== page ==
Knifeman got through gate that was security 'weak spot', say MPs
The terrorist attack on London's parliament could have been prevented if police on duty at a well-known security "weak spot" had simply kept it bolted, MPs said yesterday.
The killer managed to get in through a vehicle gate in New Palace Yard - used by the prime minister and other members of the government - because it was not locked.
Known as Carriage Gates, it is always manned by two police officers, who usually leave it slightly ajar because it is in frequent use. But if the iron double gate had simply been bolted shut, it would have been impossible for the terrorist to pass.
Mary Creagh, the MP for Wakefield, said: "It's a terrible, terrible day for parliament, the one weak spot on our estate is those carriage gates.
"We have four police officers there, two on the gate going in, two on the gate going out, we see them every day, we are friends with lots of them so I know that MPS [the Metropolitan Police], the thousands of people who work in that building, our thoughts and prayers are with that poor officer and their family tonight.
"I think we will need to look at security at the palace [of Westminster] in the wake of this incident, but that is a plan for another day. I think tonight we need to be remembering all those who have been caught up in today's tragic events."
Bob Kerslake, the former head of the civil service, said there would have to be "a complete overhaul of security from top to bottom".
Iain Duncan Smith, a former cabinet minister, asked why an armed policeman was not on the gate and said it was a "little bit of a surprise that there was not". He said the gate was a "vulnerability" because vehicles come and go through it.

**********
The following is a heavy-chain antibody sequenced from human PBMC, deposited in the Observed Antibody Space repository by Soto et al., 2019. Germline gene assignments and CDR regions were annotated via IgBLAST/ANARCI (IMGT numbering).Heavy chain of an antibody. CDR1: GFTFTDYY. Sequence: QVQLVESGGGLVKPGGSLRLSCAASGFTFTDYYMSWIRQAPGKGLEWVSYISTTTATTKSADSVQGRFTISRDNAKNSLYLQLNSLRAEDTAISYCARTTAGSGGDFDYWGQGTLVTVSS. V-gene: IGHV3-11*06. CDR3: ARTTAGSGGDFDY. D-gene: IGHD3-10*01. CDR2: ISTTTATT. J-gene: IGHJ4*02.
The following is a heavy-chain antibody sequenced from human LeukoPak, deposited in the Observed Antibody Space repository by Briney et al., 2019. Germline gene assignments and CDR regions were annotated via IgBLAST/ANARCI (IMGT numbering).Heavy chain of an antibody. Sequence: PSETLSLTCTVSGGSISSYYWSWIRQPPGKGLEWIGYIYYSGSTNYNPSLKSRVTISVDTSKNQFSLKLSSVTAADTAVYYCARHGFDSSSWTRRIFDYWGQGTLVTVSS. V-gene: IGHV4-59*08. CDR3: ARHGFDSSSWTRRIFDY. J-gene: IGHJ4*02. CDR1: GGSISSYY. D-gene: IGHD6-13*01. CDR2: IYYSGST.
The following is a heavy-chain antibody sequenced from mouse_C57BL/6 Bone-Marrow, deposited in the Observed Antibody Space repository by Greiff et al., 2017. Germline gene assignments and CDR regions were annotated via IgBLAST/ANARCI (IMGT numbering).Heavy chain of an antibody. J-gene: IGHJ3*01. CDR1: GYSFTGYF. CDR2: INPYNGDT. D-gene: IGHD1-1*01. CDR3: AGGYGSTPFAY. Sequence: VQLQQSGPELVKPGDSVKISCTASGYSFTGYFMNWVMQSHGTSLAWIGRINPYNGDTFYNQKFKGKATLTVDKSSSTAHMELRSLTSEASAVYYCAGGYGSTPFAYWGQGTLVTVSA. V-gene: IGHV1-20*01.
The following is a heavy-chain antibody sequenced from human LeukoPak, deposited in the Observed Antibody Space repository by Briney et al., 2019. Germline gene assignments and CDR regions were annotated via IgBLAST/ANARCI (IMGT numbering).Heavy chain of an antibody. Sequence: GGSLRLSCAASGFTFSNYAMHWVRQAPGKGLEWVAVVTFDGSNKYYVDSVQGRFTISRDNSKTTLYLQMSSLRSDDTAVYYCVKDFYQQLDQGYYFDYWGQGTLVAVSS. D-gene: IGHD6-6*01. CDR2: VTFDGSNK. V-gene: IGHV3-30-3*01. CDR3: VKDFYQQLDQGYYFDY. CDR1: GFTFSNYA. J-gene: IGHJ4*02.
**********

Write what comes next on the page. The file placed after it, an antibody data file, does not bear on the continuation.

Parliamentary pass holders, who include MPs, journalists and staff, are allowed to enter the building through secure turnstiles without bag checks or scanners. Members of the public must go through airport-type security at pedestrian entrances.
The attack raised questions about whether the parliament may have become complacent. Security for MPs was reviewed after the murder of Jo Cox last year, although she was killed in her constituency, not near parliament.
Almost 130 MPs demanded more security for their homes in the wake of that attack, including bombproof letter boxes and reinforced windows.
However, the presence of dozens of armed officers who patrol the parliamentary estate had reassured MPs that, once through the gates of the Palace of Westminster, they were safe.
In addition to the police presence, office doors require a security pass to open them. Pedestrian entrances for passholders require a pass and a pin number and passholders are vetted in advance by the security services.
Despite her criticism, Ms Creagh praised the officers on duty at the parliamentary estate, saying: "My thoughts and prayers are with them and their families as they have been absolute heroes. They are the people who stand there and have witnessed this attack on our building and our security.
"They put their lives in harm's way for us and I just want to thank them for what they've done."
Richard Benyon, a Conservative MP, said he was "irritated" by reports that parliamentary security was breached.
He said on Twitter: "Attacker was taken down at gate. Highly professional response."